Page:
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Ford’s Profit Rockets 104.8% in Quarter to Record $1.49 Billion

Times Staff Writer

Ford Motor Co., reaping the rewards of its trend-setting product design and its adherence to stringent cost control measures, said Wednesday that it earned a record $1.49 billion in the first quarter of 1987, more than doubling last year’s pace.

Ford’s profit for the three months were up a startling 104.8% over its 1986 first-quarter earnings of $728.3 million and also broke Ford’s previous quarterly profit record of $1.1 billion set in the second period of last year.

Ford, whose earnings far surpassed most Wall Street forecasts, also left cross-town rival General Motors in its dust during the quarter.

After posting slightly higher annual earnings than GM in 1986 for the first time since 1924, Ford expanded its profit lead over the world’s largest industrial company in the first quarter. With a revenue base only about two-thirds the size of GM’s, Ford earned more than $500 million more than did GM during the three months.

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Ford executives and industry analysts alike credited Ford’s performance during the quarter to the company’s focus on the fundamentals of the auto industry--producing cars and trucks customers want while keeping prices and costs in line.

Sparked by a popular lineup that is led by its aerodynamically shaped Ford Taurus and Mercury Sable models, Ford’s U.S. car and truck sales rose a combined 3% during the first quarter, while GM, Chrysler and the Japanese all saw their sales drop.

Other Models Do Well

“It’s amazing, everything seems to be doing well for Ford, it’s not just one model like the Taurus,” said Chris Cedergren, sales analyst with J. D. Power & Associates, an automotive market research firm. “The Taurus is doing very well, but what blows my mind is how well so many other cars, like the Mustang, are doing. It looks like this is just the year of Ford.”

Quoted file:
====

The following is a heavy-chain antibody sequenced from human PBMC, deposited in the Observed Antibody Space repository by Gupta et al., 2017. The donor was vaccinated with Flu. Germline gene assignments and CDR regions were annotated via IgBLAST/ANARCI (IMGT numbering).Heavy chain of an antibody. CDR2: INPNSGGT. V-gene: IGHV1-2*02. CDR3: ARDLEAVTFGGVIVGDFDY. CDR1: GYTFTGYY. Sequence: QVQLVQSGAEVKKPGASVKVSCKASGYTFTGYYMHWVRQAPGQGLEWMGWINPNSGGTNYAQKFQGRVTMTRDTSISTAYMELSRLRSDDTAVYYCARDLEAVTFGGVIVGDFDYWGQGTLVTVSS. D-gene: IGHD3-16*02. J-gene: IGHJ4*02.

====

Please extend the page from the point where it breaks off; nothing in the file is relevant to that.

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Ford’s sales were also buoyed by the fact that its Japanese competitors have been forced to raise prices by an average of 18% to 20% since the fall of 1985, when the Japanese yen began its rapid appreciation. During the same period, Ford’s prices have risen only 5% to 6%, and Ford executives estimate that their products now are priced an average of roughly $1,000 below comparable Japanese models.

“We are priced substantially under the Japanese, and consumers are starting to recognize that,” said David McCammon, Ford’s controller. “That’s starting to make a difference. We’re starting to have more people than ever before come in (to Ford dealerships) who previously bought imports.”

At the same time, Ford’s share of the U.S. passenger car market, including imports, rose to 20% for the quarter from 18% during the same period last year. With the exception of one period in 1984 during which GM was shut down by a strike, it was Ford’s highest market share since 1979.

Analysts said that Ford’s market share gain seemed to come at the expense of GM, which saw its share drop to 37.5% during the first quarter from 42.2% during the same period last year.

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Japanese Share Steady

The share held by the Japanese, meanwhile, including their cars built in the United States, remained unchanged during the quarter.

“What is amazing is that this is the first time we’ve seen Ford gain this much strength at a time when GM has seen its share deteriorate,” noted Cedergren.

With all of its North American assembly plants straining to produce at capacity, Ford said that its after-tax profit from the United States rose to $1.16 billion, up nearly 95% from last year’s $596 million.

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